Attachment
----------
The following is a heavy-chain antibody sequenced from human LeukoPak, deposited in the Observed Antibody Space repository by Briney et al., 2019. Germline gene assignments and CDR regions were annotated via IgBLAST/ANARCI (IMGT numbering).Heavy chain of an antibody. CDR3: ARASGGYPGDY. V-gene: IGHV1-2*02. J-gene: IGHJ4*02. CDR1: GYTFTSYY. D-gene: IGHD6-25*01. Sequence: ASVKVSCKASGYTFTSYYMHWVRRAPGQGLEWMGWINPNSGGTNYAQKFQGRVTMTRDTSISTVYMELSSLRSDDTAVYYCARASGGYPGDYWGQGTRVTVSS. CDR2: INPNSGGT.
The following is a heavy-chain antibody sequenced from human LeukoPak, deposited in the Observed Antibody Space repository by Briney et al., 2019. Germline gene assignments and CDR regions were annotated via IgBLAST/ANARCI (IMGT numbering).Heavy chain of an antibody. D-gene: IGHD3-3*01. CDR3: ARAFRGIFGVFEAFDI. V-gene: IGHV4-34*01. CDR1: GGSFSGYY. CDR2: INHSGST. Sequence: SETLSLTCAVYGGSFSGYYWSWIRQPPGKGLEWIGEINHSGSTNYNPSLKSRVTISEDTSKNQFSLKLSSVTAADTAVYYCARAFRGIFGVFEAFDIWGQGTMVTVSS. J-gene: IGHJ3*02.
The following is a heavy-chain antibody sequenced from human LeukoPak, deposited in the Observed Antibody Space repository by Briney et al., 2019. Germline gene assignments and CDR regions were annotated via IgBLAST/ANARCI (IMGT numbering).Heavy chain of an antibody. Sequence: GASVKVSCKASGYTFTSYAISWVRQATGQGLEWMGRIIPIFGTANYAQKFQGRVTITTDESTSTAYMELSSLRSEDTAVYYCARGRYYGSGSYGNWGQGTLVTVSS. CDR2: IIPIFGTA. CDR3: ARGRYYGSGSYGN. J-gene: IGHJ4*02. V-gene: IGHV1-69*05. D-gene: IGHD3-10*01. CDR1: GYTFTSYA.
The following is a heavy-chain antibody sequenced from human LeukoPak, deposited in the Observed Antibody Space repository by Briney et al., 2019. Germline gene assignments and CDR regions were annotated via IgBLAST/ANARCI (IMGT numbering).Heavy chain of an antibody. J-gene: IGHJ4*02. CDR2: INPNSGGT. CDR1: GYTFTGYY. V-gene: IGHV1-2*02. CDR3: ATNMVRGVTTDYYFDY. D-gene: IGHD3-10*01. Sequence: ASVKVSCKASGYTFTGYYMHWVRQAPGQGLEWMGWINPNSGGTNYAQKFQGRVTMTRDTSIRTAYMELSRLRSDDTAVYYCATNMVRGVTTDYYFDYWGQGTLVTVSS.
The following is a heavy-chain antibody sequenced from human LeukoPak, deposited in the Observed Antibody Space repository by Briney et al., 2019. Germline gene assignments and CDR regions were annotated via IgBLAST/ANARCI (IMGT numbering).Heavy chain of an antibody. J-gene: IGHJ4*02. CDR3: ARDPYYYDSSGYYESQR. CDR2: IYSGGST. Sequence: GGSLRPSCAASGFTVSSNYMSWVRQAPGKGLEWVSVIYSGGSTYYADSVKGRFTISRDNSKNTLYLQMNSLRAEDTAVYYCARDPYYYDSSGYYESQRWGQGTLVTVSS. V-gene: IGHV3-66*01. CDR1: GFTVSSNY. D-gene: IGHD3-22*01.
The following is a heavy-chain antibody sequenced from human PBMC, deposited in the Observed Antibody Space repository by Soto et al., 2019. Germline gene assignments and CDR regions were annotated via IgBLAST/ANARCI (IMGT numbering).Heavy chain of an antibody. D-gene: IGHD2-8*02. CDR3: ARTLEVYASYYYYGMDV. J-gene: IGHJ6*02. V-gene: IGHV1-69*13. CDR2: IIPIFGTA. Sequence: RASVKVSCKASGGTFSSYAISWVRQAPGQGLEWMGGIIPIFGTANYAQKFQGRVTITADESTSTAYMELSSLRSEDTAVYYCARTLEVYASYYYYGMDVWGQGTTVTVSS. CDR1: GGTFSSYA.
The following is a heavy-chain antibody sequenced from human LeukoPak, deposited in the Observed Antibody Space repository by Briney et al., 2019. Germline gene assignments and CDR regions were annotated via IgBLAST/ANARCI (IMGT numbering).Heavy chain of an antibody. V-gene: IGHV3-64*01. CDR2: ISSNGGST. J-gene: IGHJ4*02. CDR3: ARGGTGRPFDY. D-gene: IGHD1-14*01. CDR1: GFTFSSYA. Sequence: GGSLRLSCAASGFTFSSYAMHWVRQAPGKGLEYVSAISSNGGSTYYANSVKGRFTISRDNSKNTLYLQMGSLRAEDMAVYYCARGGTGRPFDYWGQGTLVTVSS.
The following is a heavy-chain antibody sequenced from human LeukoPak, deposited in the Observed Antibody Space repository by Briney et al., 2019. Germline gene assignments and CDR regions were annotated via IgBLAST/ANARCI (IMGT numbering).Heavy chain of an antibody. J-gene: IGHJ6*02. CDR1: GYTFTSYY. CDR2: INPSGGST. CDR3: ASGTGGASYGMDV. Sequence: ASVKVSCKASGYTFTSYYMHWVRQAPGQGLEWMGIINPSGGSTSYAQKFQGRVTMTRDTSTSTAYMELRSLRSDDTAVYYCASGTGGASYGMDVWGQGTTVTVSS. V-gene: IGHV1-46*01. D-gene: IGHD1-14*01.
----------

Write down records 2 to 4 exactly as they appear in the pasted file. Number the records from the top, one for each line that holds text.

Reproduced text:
The following is a heavy-chain antibody sequenced from human LeukoPak, deposited in the Observed Antibody Space repository by Briney et al., 2019. Germline gene assignments and CDR regions were annotated via IgBLAST/ANARCI (IMGT numbering).Heavy chain of an antibody. D-gene: IGHD3-3*01. CDR3: ARAFRGIFGVFEAFDI. V-gene: IGHV4-34*01. CDR1: GGSFSGYY. CDR2: INHSGST. Sequence: SETLSLTCAVYGGSFSGYYWSWIRQPPGKGLEWIGEINHSGSTNYNPSLKSRVTISEDTSKNQFSLKLSSVTAADTAVYYCARAFRGIFGVFEAFDIWGQGTMVTVSS. J-gene: IGHJ3*02.
The following is a heavy-chain antibody sequenced from human LeukoPak, deposited in the Observed Antibody Space repository by Briney et al., 2019. Germline gene assignments and CDR regions were annotated via IgBLAST/ANARCI (IMGT numbering).Heavy chain of an antibody. Sequence: GASVKVSCKASGYTFTSYAISWVRQATGQGLEWMGRIIPIFGTANYAQKFQGRVTITTDESTSTAYMELSSLRSEDTAVYYCARGRYYGSGSYGNWGQGTLVTVSS. CDR2: IIPIFGTA. CDR3: ARGRYYGSGSYGN. J-gene: IGHJ4*02. V-gene: IGHV1-69*05. D-gene: IGHD3-10*01. CDR1: GYTFTSYA.
The following is a heavy-chain antibody sequenced from human LeukoPak, deposited in the Observed Antibody Space repository by Briney et al., 2019. Germline gene assignments and CDR regions were annotated via IgBLAST/ANARCI (IMGT numbering).Heavy chain of an antibody. J-gene: IGHJ4*02. CDR2: INPNSGGT. CDR1: GYTFTGYY. V-gene: IGHV1-2*02. CDR3: ATNMVRGVTTDYYFDY. D-gene: IGHD3-10*01. Sequence: ASVKVSCKASGYTFTGYYMHWVRQAPGQGLEWMGWINPNSGGTNYAQKFQGRVTMTRDTSIRTAYMELSRLRSDDTAVYYCATNMVRGVTTDYYFDYWGQGTLVTVSS.